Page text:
B.Sc. [Kinesiology] (University of Calgary)
M.Sc. [Neuroscience] (University of Western Ontario)
Ph.D. [Neuroscience] (University of British Columbia)
Assistant Professor, School of Kinesiology, Faculty of Education, University of British Columbia
Research InterestsClinical trials; MRI; Neuropathic pain; Outcome measures
Dr. Kramer’s current research interests are focused on understanding the relationships between spinal cord injuries and neuropathic pain. Historically, pain has been measured from “yes or no” scores generated from pinprick stimulation. This approach, however, represents only one way that peripheral touch can be interpreted by the spinal cord sensory pathway. Dr. Kramer has made several important contributions to the validation of a newer technique known as Contact Heat Evoked Potential stimulation (CHEPs). CHEPs provides recordings of electrical signals reaching the brain, allowing complementary information regarding the spinal cord sensory pathway to be identified.
As part of Dr. Kramer’s ongoing research program, advanced neuroimaging and quantitative sensory testing techniques will continue to be developed to better understand how changes in the central nervous system (CNS) relate to the development of neuropathic pain. Using large SCI datasets, he is exploring the relationship between pain, neurological recovery, and other secondary health outcomes (e.g., cardiovascular disease). His research program will enable implementation of novel interventions aimed at improving outcomes and quality of life for people with SCI.
Dr. Kramer is an Assistant Professor with the School of Kinesiology at the University of British Columbia. He majored in Kinesiology for his B.Sc. undergraduate degree major at the University of Calgary, and then turned his focus to neuroscience for graduate research. He obtained a M.Sc. degree from the University of Western Ontario and completed his Ph.D. at the University of British Columbia. Dr. Kramer spent the next two years as a postdoctoral fellow, first at the Spinal Cord Injury Center in Uniklinic Balgrist (University of Zurich, Zurich, Switzerland), and then as a Senior Research Fellow at the Hulse Spinal Cord Injury Laboratory in the Shepherd Center (Atlanta, Georgia, USA).
Dr. Kramer says he enjoys his time at ICORD because of the diverse research interests among principal investigators and trainees. He adds that “there are not many facilities like ICORD in the world, where international experts are brought together in preclinical and clinical SCI research. With the expertise and facilities all in one building, it is an amazing opportunity to perform the highest level of research.”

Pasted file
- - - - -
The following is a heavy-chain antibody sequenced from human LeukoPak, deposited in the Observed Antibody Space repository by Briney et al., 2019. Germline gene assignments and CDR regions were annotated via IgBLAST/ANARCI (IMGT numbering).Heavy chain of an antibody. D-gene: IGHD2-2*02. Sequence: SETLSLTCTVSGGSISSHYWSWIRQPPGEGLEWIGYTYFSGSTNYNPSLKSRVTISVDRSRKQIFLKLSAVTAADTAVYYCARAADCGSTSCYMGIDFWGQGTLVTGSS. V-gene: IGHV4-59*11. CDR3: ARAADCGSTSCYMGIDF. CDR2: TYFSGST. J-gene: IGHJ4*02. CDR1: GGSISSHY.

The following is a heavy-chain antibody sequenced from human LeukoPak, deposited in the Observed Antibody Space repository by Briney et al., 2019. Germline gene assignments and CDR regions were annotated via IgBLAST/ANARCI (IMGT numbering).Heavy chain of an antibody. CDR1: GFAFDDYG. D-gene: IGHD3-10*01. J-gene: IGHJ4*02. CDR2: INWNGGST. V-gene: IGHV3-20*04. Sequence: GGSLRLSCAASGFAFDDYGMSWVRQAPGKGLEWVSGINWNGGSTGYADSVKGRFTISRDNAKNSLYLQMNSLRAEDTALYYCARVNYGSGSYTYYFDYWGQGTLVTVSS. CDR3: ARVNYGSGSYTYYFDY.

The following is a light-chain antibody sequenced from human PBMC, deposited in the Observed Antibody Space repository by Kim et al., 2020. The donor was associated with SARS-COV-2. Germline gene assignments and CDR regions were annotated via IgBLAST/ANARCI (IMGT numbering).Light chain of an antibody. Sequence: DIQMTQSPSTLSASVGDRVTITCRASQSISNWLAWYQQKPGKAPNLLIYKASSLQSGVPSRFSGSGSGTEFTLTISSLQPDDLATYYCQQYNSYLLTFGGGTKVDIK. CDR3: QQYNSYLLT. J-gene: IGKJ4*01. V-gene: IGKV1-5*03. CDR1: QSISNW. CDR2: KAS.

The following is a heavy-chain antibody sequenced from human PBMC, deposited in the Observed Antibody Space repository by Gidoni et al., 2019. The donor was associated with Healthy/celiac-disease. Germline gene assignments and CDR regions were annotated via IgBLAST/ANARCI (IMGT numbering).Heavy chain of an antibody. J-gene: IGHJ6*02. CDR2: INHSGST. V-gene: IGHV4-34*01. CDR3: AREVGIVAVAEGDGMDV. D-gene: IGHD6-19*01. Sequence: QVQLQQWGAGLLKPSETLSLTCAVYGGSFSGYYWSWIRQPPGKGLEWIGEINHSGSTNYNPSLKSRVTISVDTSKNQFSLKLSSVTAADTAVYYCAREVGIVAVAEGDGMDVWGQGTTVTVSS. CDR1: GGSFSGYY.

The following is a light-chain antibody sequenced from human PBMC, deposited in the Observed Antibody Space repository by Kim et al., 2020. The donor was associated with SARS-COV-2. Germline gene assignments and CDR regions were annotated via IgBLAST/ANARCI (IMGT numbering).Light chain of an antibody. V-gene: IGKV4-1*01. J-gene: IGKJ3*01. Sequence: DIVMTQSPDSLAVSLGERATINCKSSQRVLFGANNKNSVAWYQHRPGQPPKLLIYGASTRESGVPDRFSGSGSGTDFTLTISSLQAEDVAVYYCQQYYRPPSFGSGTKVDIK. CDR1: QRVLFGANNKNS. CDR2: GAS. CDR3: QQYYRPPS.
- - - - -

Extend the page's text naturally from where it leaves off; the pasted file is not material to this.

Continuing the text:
Dr. Kramer is working closely with Dr. Corree Laule to integrate advanced anatomical MRI into the assessment of damage in the spinal cord after injury. The goal of this collaboration is to leverage Dr. Laule’s experience in the field of Multiple Sclerosis, and translate new imaging techniques into the field of SCI. He hopes to begin collecting data in individuals with SCI in the next few months. He also has collaborations with colleagues at the University Hospital Balgrist in Zurich, Switzerland.
Dr. Kramer’s research has repeatedly shown that spinal cord sensory pathways can be examined with a variety of quantitative techniques sensitive to minor changes in sensory impairments. Furthermore, his work using evoked potentials has shown improved potential for tracking changes in sensory function corresponding to individual spinal segments. He is in the process of finalizing plans for his next phase of research efforts with Dr. Corree Laule.
Techniques employed in lab:
- Electroencephalography (EEG, a technique for measuring electrical activity in the brain)
- Electrophysiological recordings (e.g., somatosensory and contact heat evoked potentials)
- Anatomical and functional Magnetic Resonance Imaging
- Questionnaires to assess neurological function (e.g., International Standards for the Neurological Classification of SCI).
Some of Dr. Kramers’s recent major awards and accomplishments include:
- Scholar, Michael Smith Foundation for Health Research, 2014
- North American Spine Society, Clinical & Research Travelling Fellowship, 2014
- Scholar, Clinical Research Pillar, (jointly funded by the Michael Smith Foundation for Health Research and the Rick Hansen Institute), 2014
- Post-Doctoral Fellowship, International Foundation for Research in Paraplegia, 2011
- Trainee Award, Rick Hansen Institute, 2008
Current Lab Members
|Masters Students||Ph.D. Students||Postdoctoral Fellows||Research Staff|
|Jessica Archibald||Freda Warner||Navid Khosravi||Bobo Tong|
|Paulina Scheuren||Kevin Lui||Catherine Jutzeler|
Current Opportunities in Lab:
Interested students should contact Dr. Kramer with inquiries.
- Rosner, J et al.. 2018. Contact heat evoked potentials: Reliable acquisition from lower extremities.. Clin Neurophysiol. doi: 10.1016/j.clinph.2017.12.034.
- Tong, B et al.. 2018. Serum Albumin Predicts Long-Term Neurological Outcomes After Acute Spinal Cord Injury.. Neurorehabil Neural Repair. doi: 10.1177/1545968317746781.
- Warner, FM et al.. 2017. Journal Club: Long-term functional outcome in patients with acquired infections after acute spinal cord injury.. Neurology. doi: 10.1212/WNL.0000000000004241.
- Liu, H et al.. 2017. Assessing structure and function of myelin in cervical spondylotic myelopathy: Evidence of demyelination.. Neurology. doi: 10.1212/WNL.0000000000004197.
- Jutzeler, CR et al.. 2017. Improved Diagnosis of Cervical Spondylotic Myelopathy with Contact Heat Evoked Potentials.. J. Neurotrauma. doi: 10.1089/neu.2016.4891.